Creating a “Christmassy” Table

19-year-old Helena Muffly wrote exactly 100 years ago today: 

Ponsietta Christmas Table Decoration
Source: Ladies Home Journal (December, 1914)

Friday, December 18, 1914: <<no entry>>

Her middle-aged granddaughter’s comments 100 years later:

Since Grandma didn’t write anything a hundred years ago today, I thought that you might enjoy these hundred-year old suggestions for how to create a “Christmassy” table.

It is the little extra touch that makes a table festive in appearance.

The table itself must be Christmassy in its setting and decorations, however simple, and once our eyes have taken it all in we settle down to the enjoyment of turkey and all the “fixins.”

Forest Christmas Table Decoration

Christmas table decorations

21 thoughts on “Creating a “Christmassy” Table

  1. So beautiful. I especially like the poinsettia cake.
    By the way, Sheryl, my “entry” for the bake-a-thon is on my blog today (publishing in just a few minutes). Did you want me to provide a link here in a comment or did you want me to send the link to you by email? Wasn’t sure how you wanted to do that! Thanks!

    1. I just visited your blog and the applesauce cakes you made are perfect for the bake-a-thon. They look delicious, and your story about them is wonderful.

      You can put the link here so that others can find it–well, actually I guess that I can add the link for you:

      You may also want to go back and add a comment with the link on the post I did about participating in the bake-a-thon since I think that is where readers would be most likely to look for these posts.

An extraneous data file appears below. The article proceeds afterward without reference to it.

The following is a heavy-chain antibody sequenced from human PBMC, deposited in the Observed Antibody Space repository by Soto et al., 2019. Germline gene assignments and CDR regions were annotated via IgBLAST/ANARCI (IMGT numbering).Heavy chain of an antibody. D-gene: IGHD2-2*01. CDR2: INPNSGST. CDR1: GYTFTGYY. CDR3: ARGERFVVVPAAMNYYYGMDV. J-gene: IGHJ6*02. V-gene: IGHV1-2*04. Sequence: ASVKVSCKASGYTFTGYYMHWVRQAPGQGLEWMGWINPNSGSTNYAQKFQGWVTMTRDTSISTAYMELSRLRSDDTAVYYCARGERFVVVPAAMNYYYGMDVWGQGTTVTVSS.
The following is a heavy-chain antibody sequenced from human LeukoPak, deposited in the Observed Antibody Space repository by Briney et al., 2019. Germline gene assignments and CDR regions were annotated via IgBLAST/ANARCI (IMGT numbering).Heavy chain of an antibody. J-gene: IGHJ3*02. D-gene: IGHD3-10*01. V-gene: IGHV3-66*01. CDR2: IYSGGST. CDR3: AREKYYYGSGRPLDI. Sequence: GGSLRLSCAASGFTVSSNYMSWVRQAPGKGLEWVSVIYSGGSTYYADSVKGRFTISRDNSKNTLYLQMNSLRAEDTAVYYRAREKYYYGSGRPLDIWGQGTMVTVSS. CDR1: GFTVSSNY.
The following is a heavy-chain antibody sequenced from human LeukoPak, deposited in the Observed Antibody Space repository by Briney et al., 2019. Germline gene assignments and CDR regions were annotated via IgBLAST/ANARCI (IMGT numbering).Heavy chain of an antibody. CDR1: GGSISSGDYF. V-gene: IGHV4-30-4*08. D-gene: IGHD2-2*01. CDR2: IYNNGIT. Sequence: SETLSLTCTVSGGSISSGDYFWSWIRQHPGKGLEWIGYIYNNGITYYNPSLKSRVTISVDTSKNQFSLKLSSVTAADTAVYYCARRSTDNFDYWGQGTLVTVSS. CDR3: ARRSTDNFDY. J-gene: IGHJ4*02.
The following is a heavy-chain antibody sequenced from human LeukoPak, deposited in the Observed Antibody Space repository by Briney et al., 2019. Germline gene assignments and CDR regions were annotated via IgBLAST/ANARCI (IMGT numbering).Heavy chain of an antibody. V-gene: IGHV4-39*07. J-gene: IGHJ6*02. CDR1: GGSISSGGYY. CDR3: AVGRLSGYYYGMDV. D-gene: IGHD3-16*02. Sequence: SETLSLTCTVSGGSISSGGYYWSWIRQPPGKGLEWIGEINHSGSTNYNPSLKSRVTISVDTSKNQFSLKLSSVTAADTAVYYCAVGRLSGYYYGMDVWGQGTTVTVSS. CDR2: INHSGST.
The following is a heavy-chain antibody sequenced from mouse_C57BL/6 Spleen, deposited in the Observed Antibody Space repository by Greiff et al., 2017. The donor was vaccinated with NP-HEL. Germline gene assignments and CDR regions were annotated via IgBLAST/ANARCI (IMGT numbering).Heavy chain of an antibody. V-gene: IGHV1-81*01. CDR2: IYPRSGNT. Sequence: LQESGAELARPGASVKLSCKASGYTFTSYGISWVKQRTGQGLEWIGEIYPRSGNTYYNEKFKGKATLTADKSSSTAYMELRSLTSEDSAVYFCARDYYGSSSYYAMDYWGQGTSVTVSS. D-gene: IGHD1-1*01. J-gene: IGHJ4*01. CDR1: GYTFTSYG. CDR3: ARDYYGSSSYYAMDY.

2. I was curious about Theresa H. Wolcott, whose name is on two of today’s pictures. Searching Google and, I found that she was born about 1872 and lived in Burlington County, New Jersey, across from Philadelphia. In addition to being an editor of the Ladies Home Journal, she wrote at least three books: “The Minister’s Social Helper”, “500 Ways to Help Your Church”, and “The Book of Games and Parties for All Occasions”. Apparently she never married. In 1930, at age 58, she was the head of her household and her two younger sisters lived with her.

    1. Thanks for researching this. It’s nice to hear that she was an editor at Ladies Home Journal. A year or so ago, a reader asked me whether the people listed on the masthead of the old Ladies Home Journals were male or female. When I looked at an issue of the magazine to answer her question, I was surprised how many of the editors were male.

      It would be fun to find the books she wrote. I bet they’d have some perfect quotes that could be used to add context to some of Grandma’s Sunday diary entries. . . .Oh, never mind. . . I don’t need to write many more Sunday posts. 🙂

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